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Pat Summitt’s news may put focus on her few cards

By Chris Olds | Beckett Basketball Editor | Commentary

A coaching legend’s sad news announced Tuesday may not spark any pity parties — she won’t allow it — but there will certainly be more than a few fans who are prompted to pick up a piece of her memorabilia.

Basketball Hall of Famer and Tennessee Lady Vols coach Pat Summitt has been diagnosed with early onset dementia, Alzheimer’s type, but plans to remain as coach this season. The 59-year-old has coached the Lady Vols for 37 years, winning 1,071 games and eight national championships.

“She’s our John Wooden. If you are a Tennessee fan or not, there’s no denying her place in women’s basketball,” Baylor Coach Kim Mulkey told The Associated Press. “I played for the woman. She’s as tough as nails. People think I’m tough. I’m a pussycat compared to Pat Summitt …. Pat Summitt will fight. Pat Summitt will be on a crusade to help people with dementia.”

Summit has won more games than any other coach in college basketball history, yet, despite her accolades, she’s signed just one certified trading card for any manufacturer — Panini America last year — and appears on just 21 cards total in the Beckett.com database.

Summitt’s lone signed card can be found in the 2009-10 Hall of Fame Famed Signatures set with just 599 copies in existence. It typically sells for $40 or less.

Summitt’s earliest card in the database comes from the 1990-91 Tennessee Women set, a school-issued release, while she also appeared on UT cards in subsequent years as well as on cards for her involvement with USA Basketball and in a couple of other college sets.

I’ve been to just one major college basketball game on the women’s side, seeing the Lady Vols take on the Alabama Crimson Tide years ago. The support of the Tennessee fans — even when traveling to see their team — was obvious that day in Tuscaloosa’s Coleman Coliseum as it literally was packed with fans … most wearing orange.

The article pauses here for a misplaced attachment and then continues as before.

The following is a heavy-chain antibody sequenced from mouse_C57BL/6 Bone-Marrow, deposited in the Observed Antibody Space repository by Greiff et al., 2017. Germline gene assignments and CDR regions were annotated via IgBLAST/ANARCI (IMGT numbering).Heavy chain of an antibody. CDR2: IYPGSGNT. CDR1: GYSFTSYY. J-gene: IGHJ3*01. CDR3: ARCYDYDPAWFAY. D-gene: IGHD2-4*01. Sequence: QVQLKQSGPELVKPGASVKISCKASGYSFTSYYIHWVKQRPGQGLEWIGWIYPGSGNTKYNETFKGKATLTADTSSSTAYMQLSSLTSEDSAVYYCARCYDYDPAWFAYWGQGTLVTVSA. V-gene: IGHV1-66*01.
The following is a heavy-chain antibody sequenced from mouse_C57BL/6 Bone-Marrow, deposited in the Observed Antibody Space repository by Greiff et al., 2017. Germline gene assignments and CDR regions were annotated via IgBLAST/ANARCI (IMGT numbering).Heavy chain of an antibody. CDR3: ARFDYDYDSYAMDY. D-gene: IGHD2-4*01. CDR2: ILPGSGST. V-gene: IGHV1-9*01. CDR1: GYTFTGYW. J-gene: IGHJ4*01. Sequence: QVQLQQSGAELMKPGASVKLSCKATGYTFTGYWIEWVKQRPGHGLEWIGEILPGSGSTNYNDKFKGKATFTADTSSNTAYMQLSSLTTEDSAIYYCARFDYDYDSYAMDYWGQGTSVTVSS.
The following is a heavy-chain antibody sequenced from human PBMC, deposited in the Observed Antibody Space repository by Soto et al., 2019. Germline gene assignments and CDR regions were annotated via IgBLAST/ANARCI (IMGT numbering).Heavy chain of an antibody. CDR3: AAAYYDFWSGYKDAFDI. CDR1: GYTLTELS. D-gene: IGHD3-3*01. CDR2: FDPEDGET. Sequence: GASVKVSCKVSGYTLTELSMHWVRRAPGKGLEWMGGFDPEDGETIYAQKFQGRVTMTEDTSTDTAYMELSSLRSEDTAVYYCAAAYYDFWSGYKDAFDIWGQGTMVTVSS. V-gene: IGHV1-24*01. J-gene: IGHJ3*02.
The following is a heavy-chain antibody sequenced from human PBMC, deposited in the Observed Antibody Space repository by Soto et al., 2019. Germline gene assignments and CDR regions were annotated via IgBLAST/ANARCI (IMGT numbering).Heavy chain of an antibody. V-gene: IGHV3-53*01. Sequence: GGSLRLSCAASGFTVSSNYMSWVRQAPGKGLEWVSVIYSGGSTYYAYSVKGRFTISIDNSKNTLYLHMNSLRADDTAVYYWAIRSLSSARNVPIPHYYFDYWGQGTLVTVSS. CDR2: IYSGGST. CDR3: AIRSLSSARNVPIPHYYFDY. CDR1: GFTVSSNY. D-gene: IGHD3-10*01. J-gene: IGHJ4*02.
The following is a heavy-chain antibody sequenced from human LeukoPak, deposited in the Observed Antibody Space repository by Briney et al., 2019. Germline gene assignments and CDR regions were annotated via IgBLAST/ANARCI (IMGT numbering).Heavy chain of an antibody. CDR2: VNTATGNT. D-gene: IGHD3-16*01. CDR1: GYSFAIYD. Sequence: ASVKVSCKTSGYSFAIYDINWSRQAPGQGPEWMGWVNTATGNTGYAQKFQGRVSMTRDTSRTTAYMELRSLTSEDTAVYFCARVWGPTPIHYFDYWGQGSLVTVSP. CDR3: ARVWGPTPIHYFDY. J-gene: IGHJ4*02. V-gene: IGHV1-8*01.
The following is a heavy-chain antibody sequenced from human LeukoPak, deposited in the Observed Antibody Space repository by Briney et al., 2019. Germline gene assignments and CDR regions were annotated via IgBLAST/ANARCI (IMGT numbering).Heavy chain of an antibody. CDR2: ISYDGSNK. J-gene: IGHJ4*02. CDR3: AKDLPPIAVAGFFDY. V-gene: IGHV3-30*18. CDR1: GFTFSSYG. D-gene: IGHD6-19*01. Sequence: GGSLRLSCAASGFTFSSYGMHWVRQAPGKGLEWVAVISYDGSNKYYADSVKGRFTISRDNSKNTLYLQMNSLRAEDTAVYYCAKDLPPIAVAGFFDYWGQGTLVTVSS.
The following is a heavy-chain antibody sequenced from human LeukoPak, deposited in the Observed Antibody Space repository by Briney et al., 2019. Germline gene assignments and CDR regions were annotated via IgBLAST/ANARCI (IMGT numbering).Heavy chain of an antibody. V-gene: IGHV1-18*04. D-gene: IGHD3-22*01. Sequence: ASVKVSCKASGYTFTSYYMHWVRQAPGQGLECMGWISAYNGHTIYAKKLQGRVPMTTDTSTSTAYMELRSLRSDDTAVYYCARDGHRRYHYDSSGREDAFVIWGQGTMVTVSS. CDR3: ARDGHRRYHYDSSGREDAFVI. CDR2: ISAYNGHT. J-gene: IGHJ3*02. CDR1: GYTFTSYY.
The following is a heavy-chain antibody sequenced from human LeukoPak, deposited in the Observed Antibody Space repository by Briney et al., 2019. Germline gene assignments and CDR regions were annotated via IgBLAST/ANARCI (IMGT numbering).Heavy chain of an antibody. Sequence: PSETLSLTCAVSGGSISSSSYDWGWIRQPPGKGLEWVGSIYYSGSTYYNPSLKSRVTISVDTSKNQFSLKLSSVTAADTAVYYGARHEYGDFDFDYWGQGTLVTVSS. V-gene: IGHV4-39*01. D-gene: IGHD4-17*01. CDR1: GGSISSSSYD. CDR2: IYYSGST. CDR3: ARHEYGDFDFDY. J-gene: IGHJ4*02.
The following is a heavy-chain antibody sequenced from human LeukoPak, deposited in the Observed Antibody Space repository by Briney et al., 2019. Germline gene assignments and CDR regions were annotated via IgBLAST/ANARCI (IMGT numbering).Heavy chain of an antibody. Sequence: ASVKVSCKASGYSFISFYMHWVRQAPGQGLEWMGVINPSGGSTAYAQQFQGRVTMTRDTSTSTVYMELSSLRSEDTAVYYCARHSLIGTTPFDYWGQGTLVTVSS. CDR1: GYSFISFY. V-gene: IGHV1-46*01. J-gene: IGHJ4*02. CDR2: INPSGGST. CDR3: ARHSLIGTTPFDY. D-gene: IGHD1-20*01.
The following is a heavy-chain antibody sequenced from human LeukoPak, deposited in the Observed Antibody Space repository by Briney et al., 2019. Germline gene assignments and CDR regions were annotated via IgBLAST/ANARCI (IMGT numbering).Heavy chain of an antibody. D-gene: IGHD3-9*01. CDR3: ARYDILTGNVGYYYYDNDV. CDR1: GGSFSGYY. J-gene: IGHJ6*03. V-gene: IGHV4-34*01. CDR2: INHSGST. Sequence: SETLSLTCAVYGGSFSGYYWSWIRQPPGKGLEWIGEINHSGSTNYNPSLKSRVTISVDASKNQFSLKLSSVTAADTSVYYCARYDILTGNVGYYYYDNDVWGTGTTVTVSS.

Summitt’s arrival onto the floor before the game was met with a thunderous concert-like roar. It was one of those sports moments that I’ll always remember — one that perfectly defined greatness without needing to look anywhere near a stat sheet or a record book. You knew that greatness, you knew that Pat Summitt, had arrived.

Let’s hope Panini’s deal to produce Basketball Hall of Fame cards means there’s more on the way for Summitt and other legends who aren’t all that well-represented on cardboard.

Chris Olds is the editor of Beckett Basketball magazine. Have a comment, question or idea? Send an email to him at colds@beckett.com. Follow him on Twitter by clicking here.

2 Comments

XstreamINsanity

I was very upset to hear that news yesterday. I hope that she can continue to be coach for a few more years. She’s an awesome individual. I don’t know her personally or anything, but all of the interviews I’ve seen of her and her players’ testimonials speak volumes.

Posted August 24, 2011 at 10:04 am | Permalink
Randall Roberson

I am sad to hear the news of Pat Summitt’s diagnosis. Having worked in the nursing home industry, and seeing, first-hand, in my family, the toll that Alzheimers takes on the individual and their families, I know what lays ahead for the greatest basketball coach in history. My heart goes out to Ms. Summitt, her family her players. The good that may come from this is that Alzheimers may now have an incredible advocate for those that are afflicted with Alzheimers. Research into the cause and a search for a cure will be more in the public’s awareness the way that Magic raised public conciseness of HIV.

Posted August 24, 2011 at 11:30 pm | Permalink

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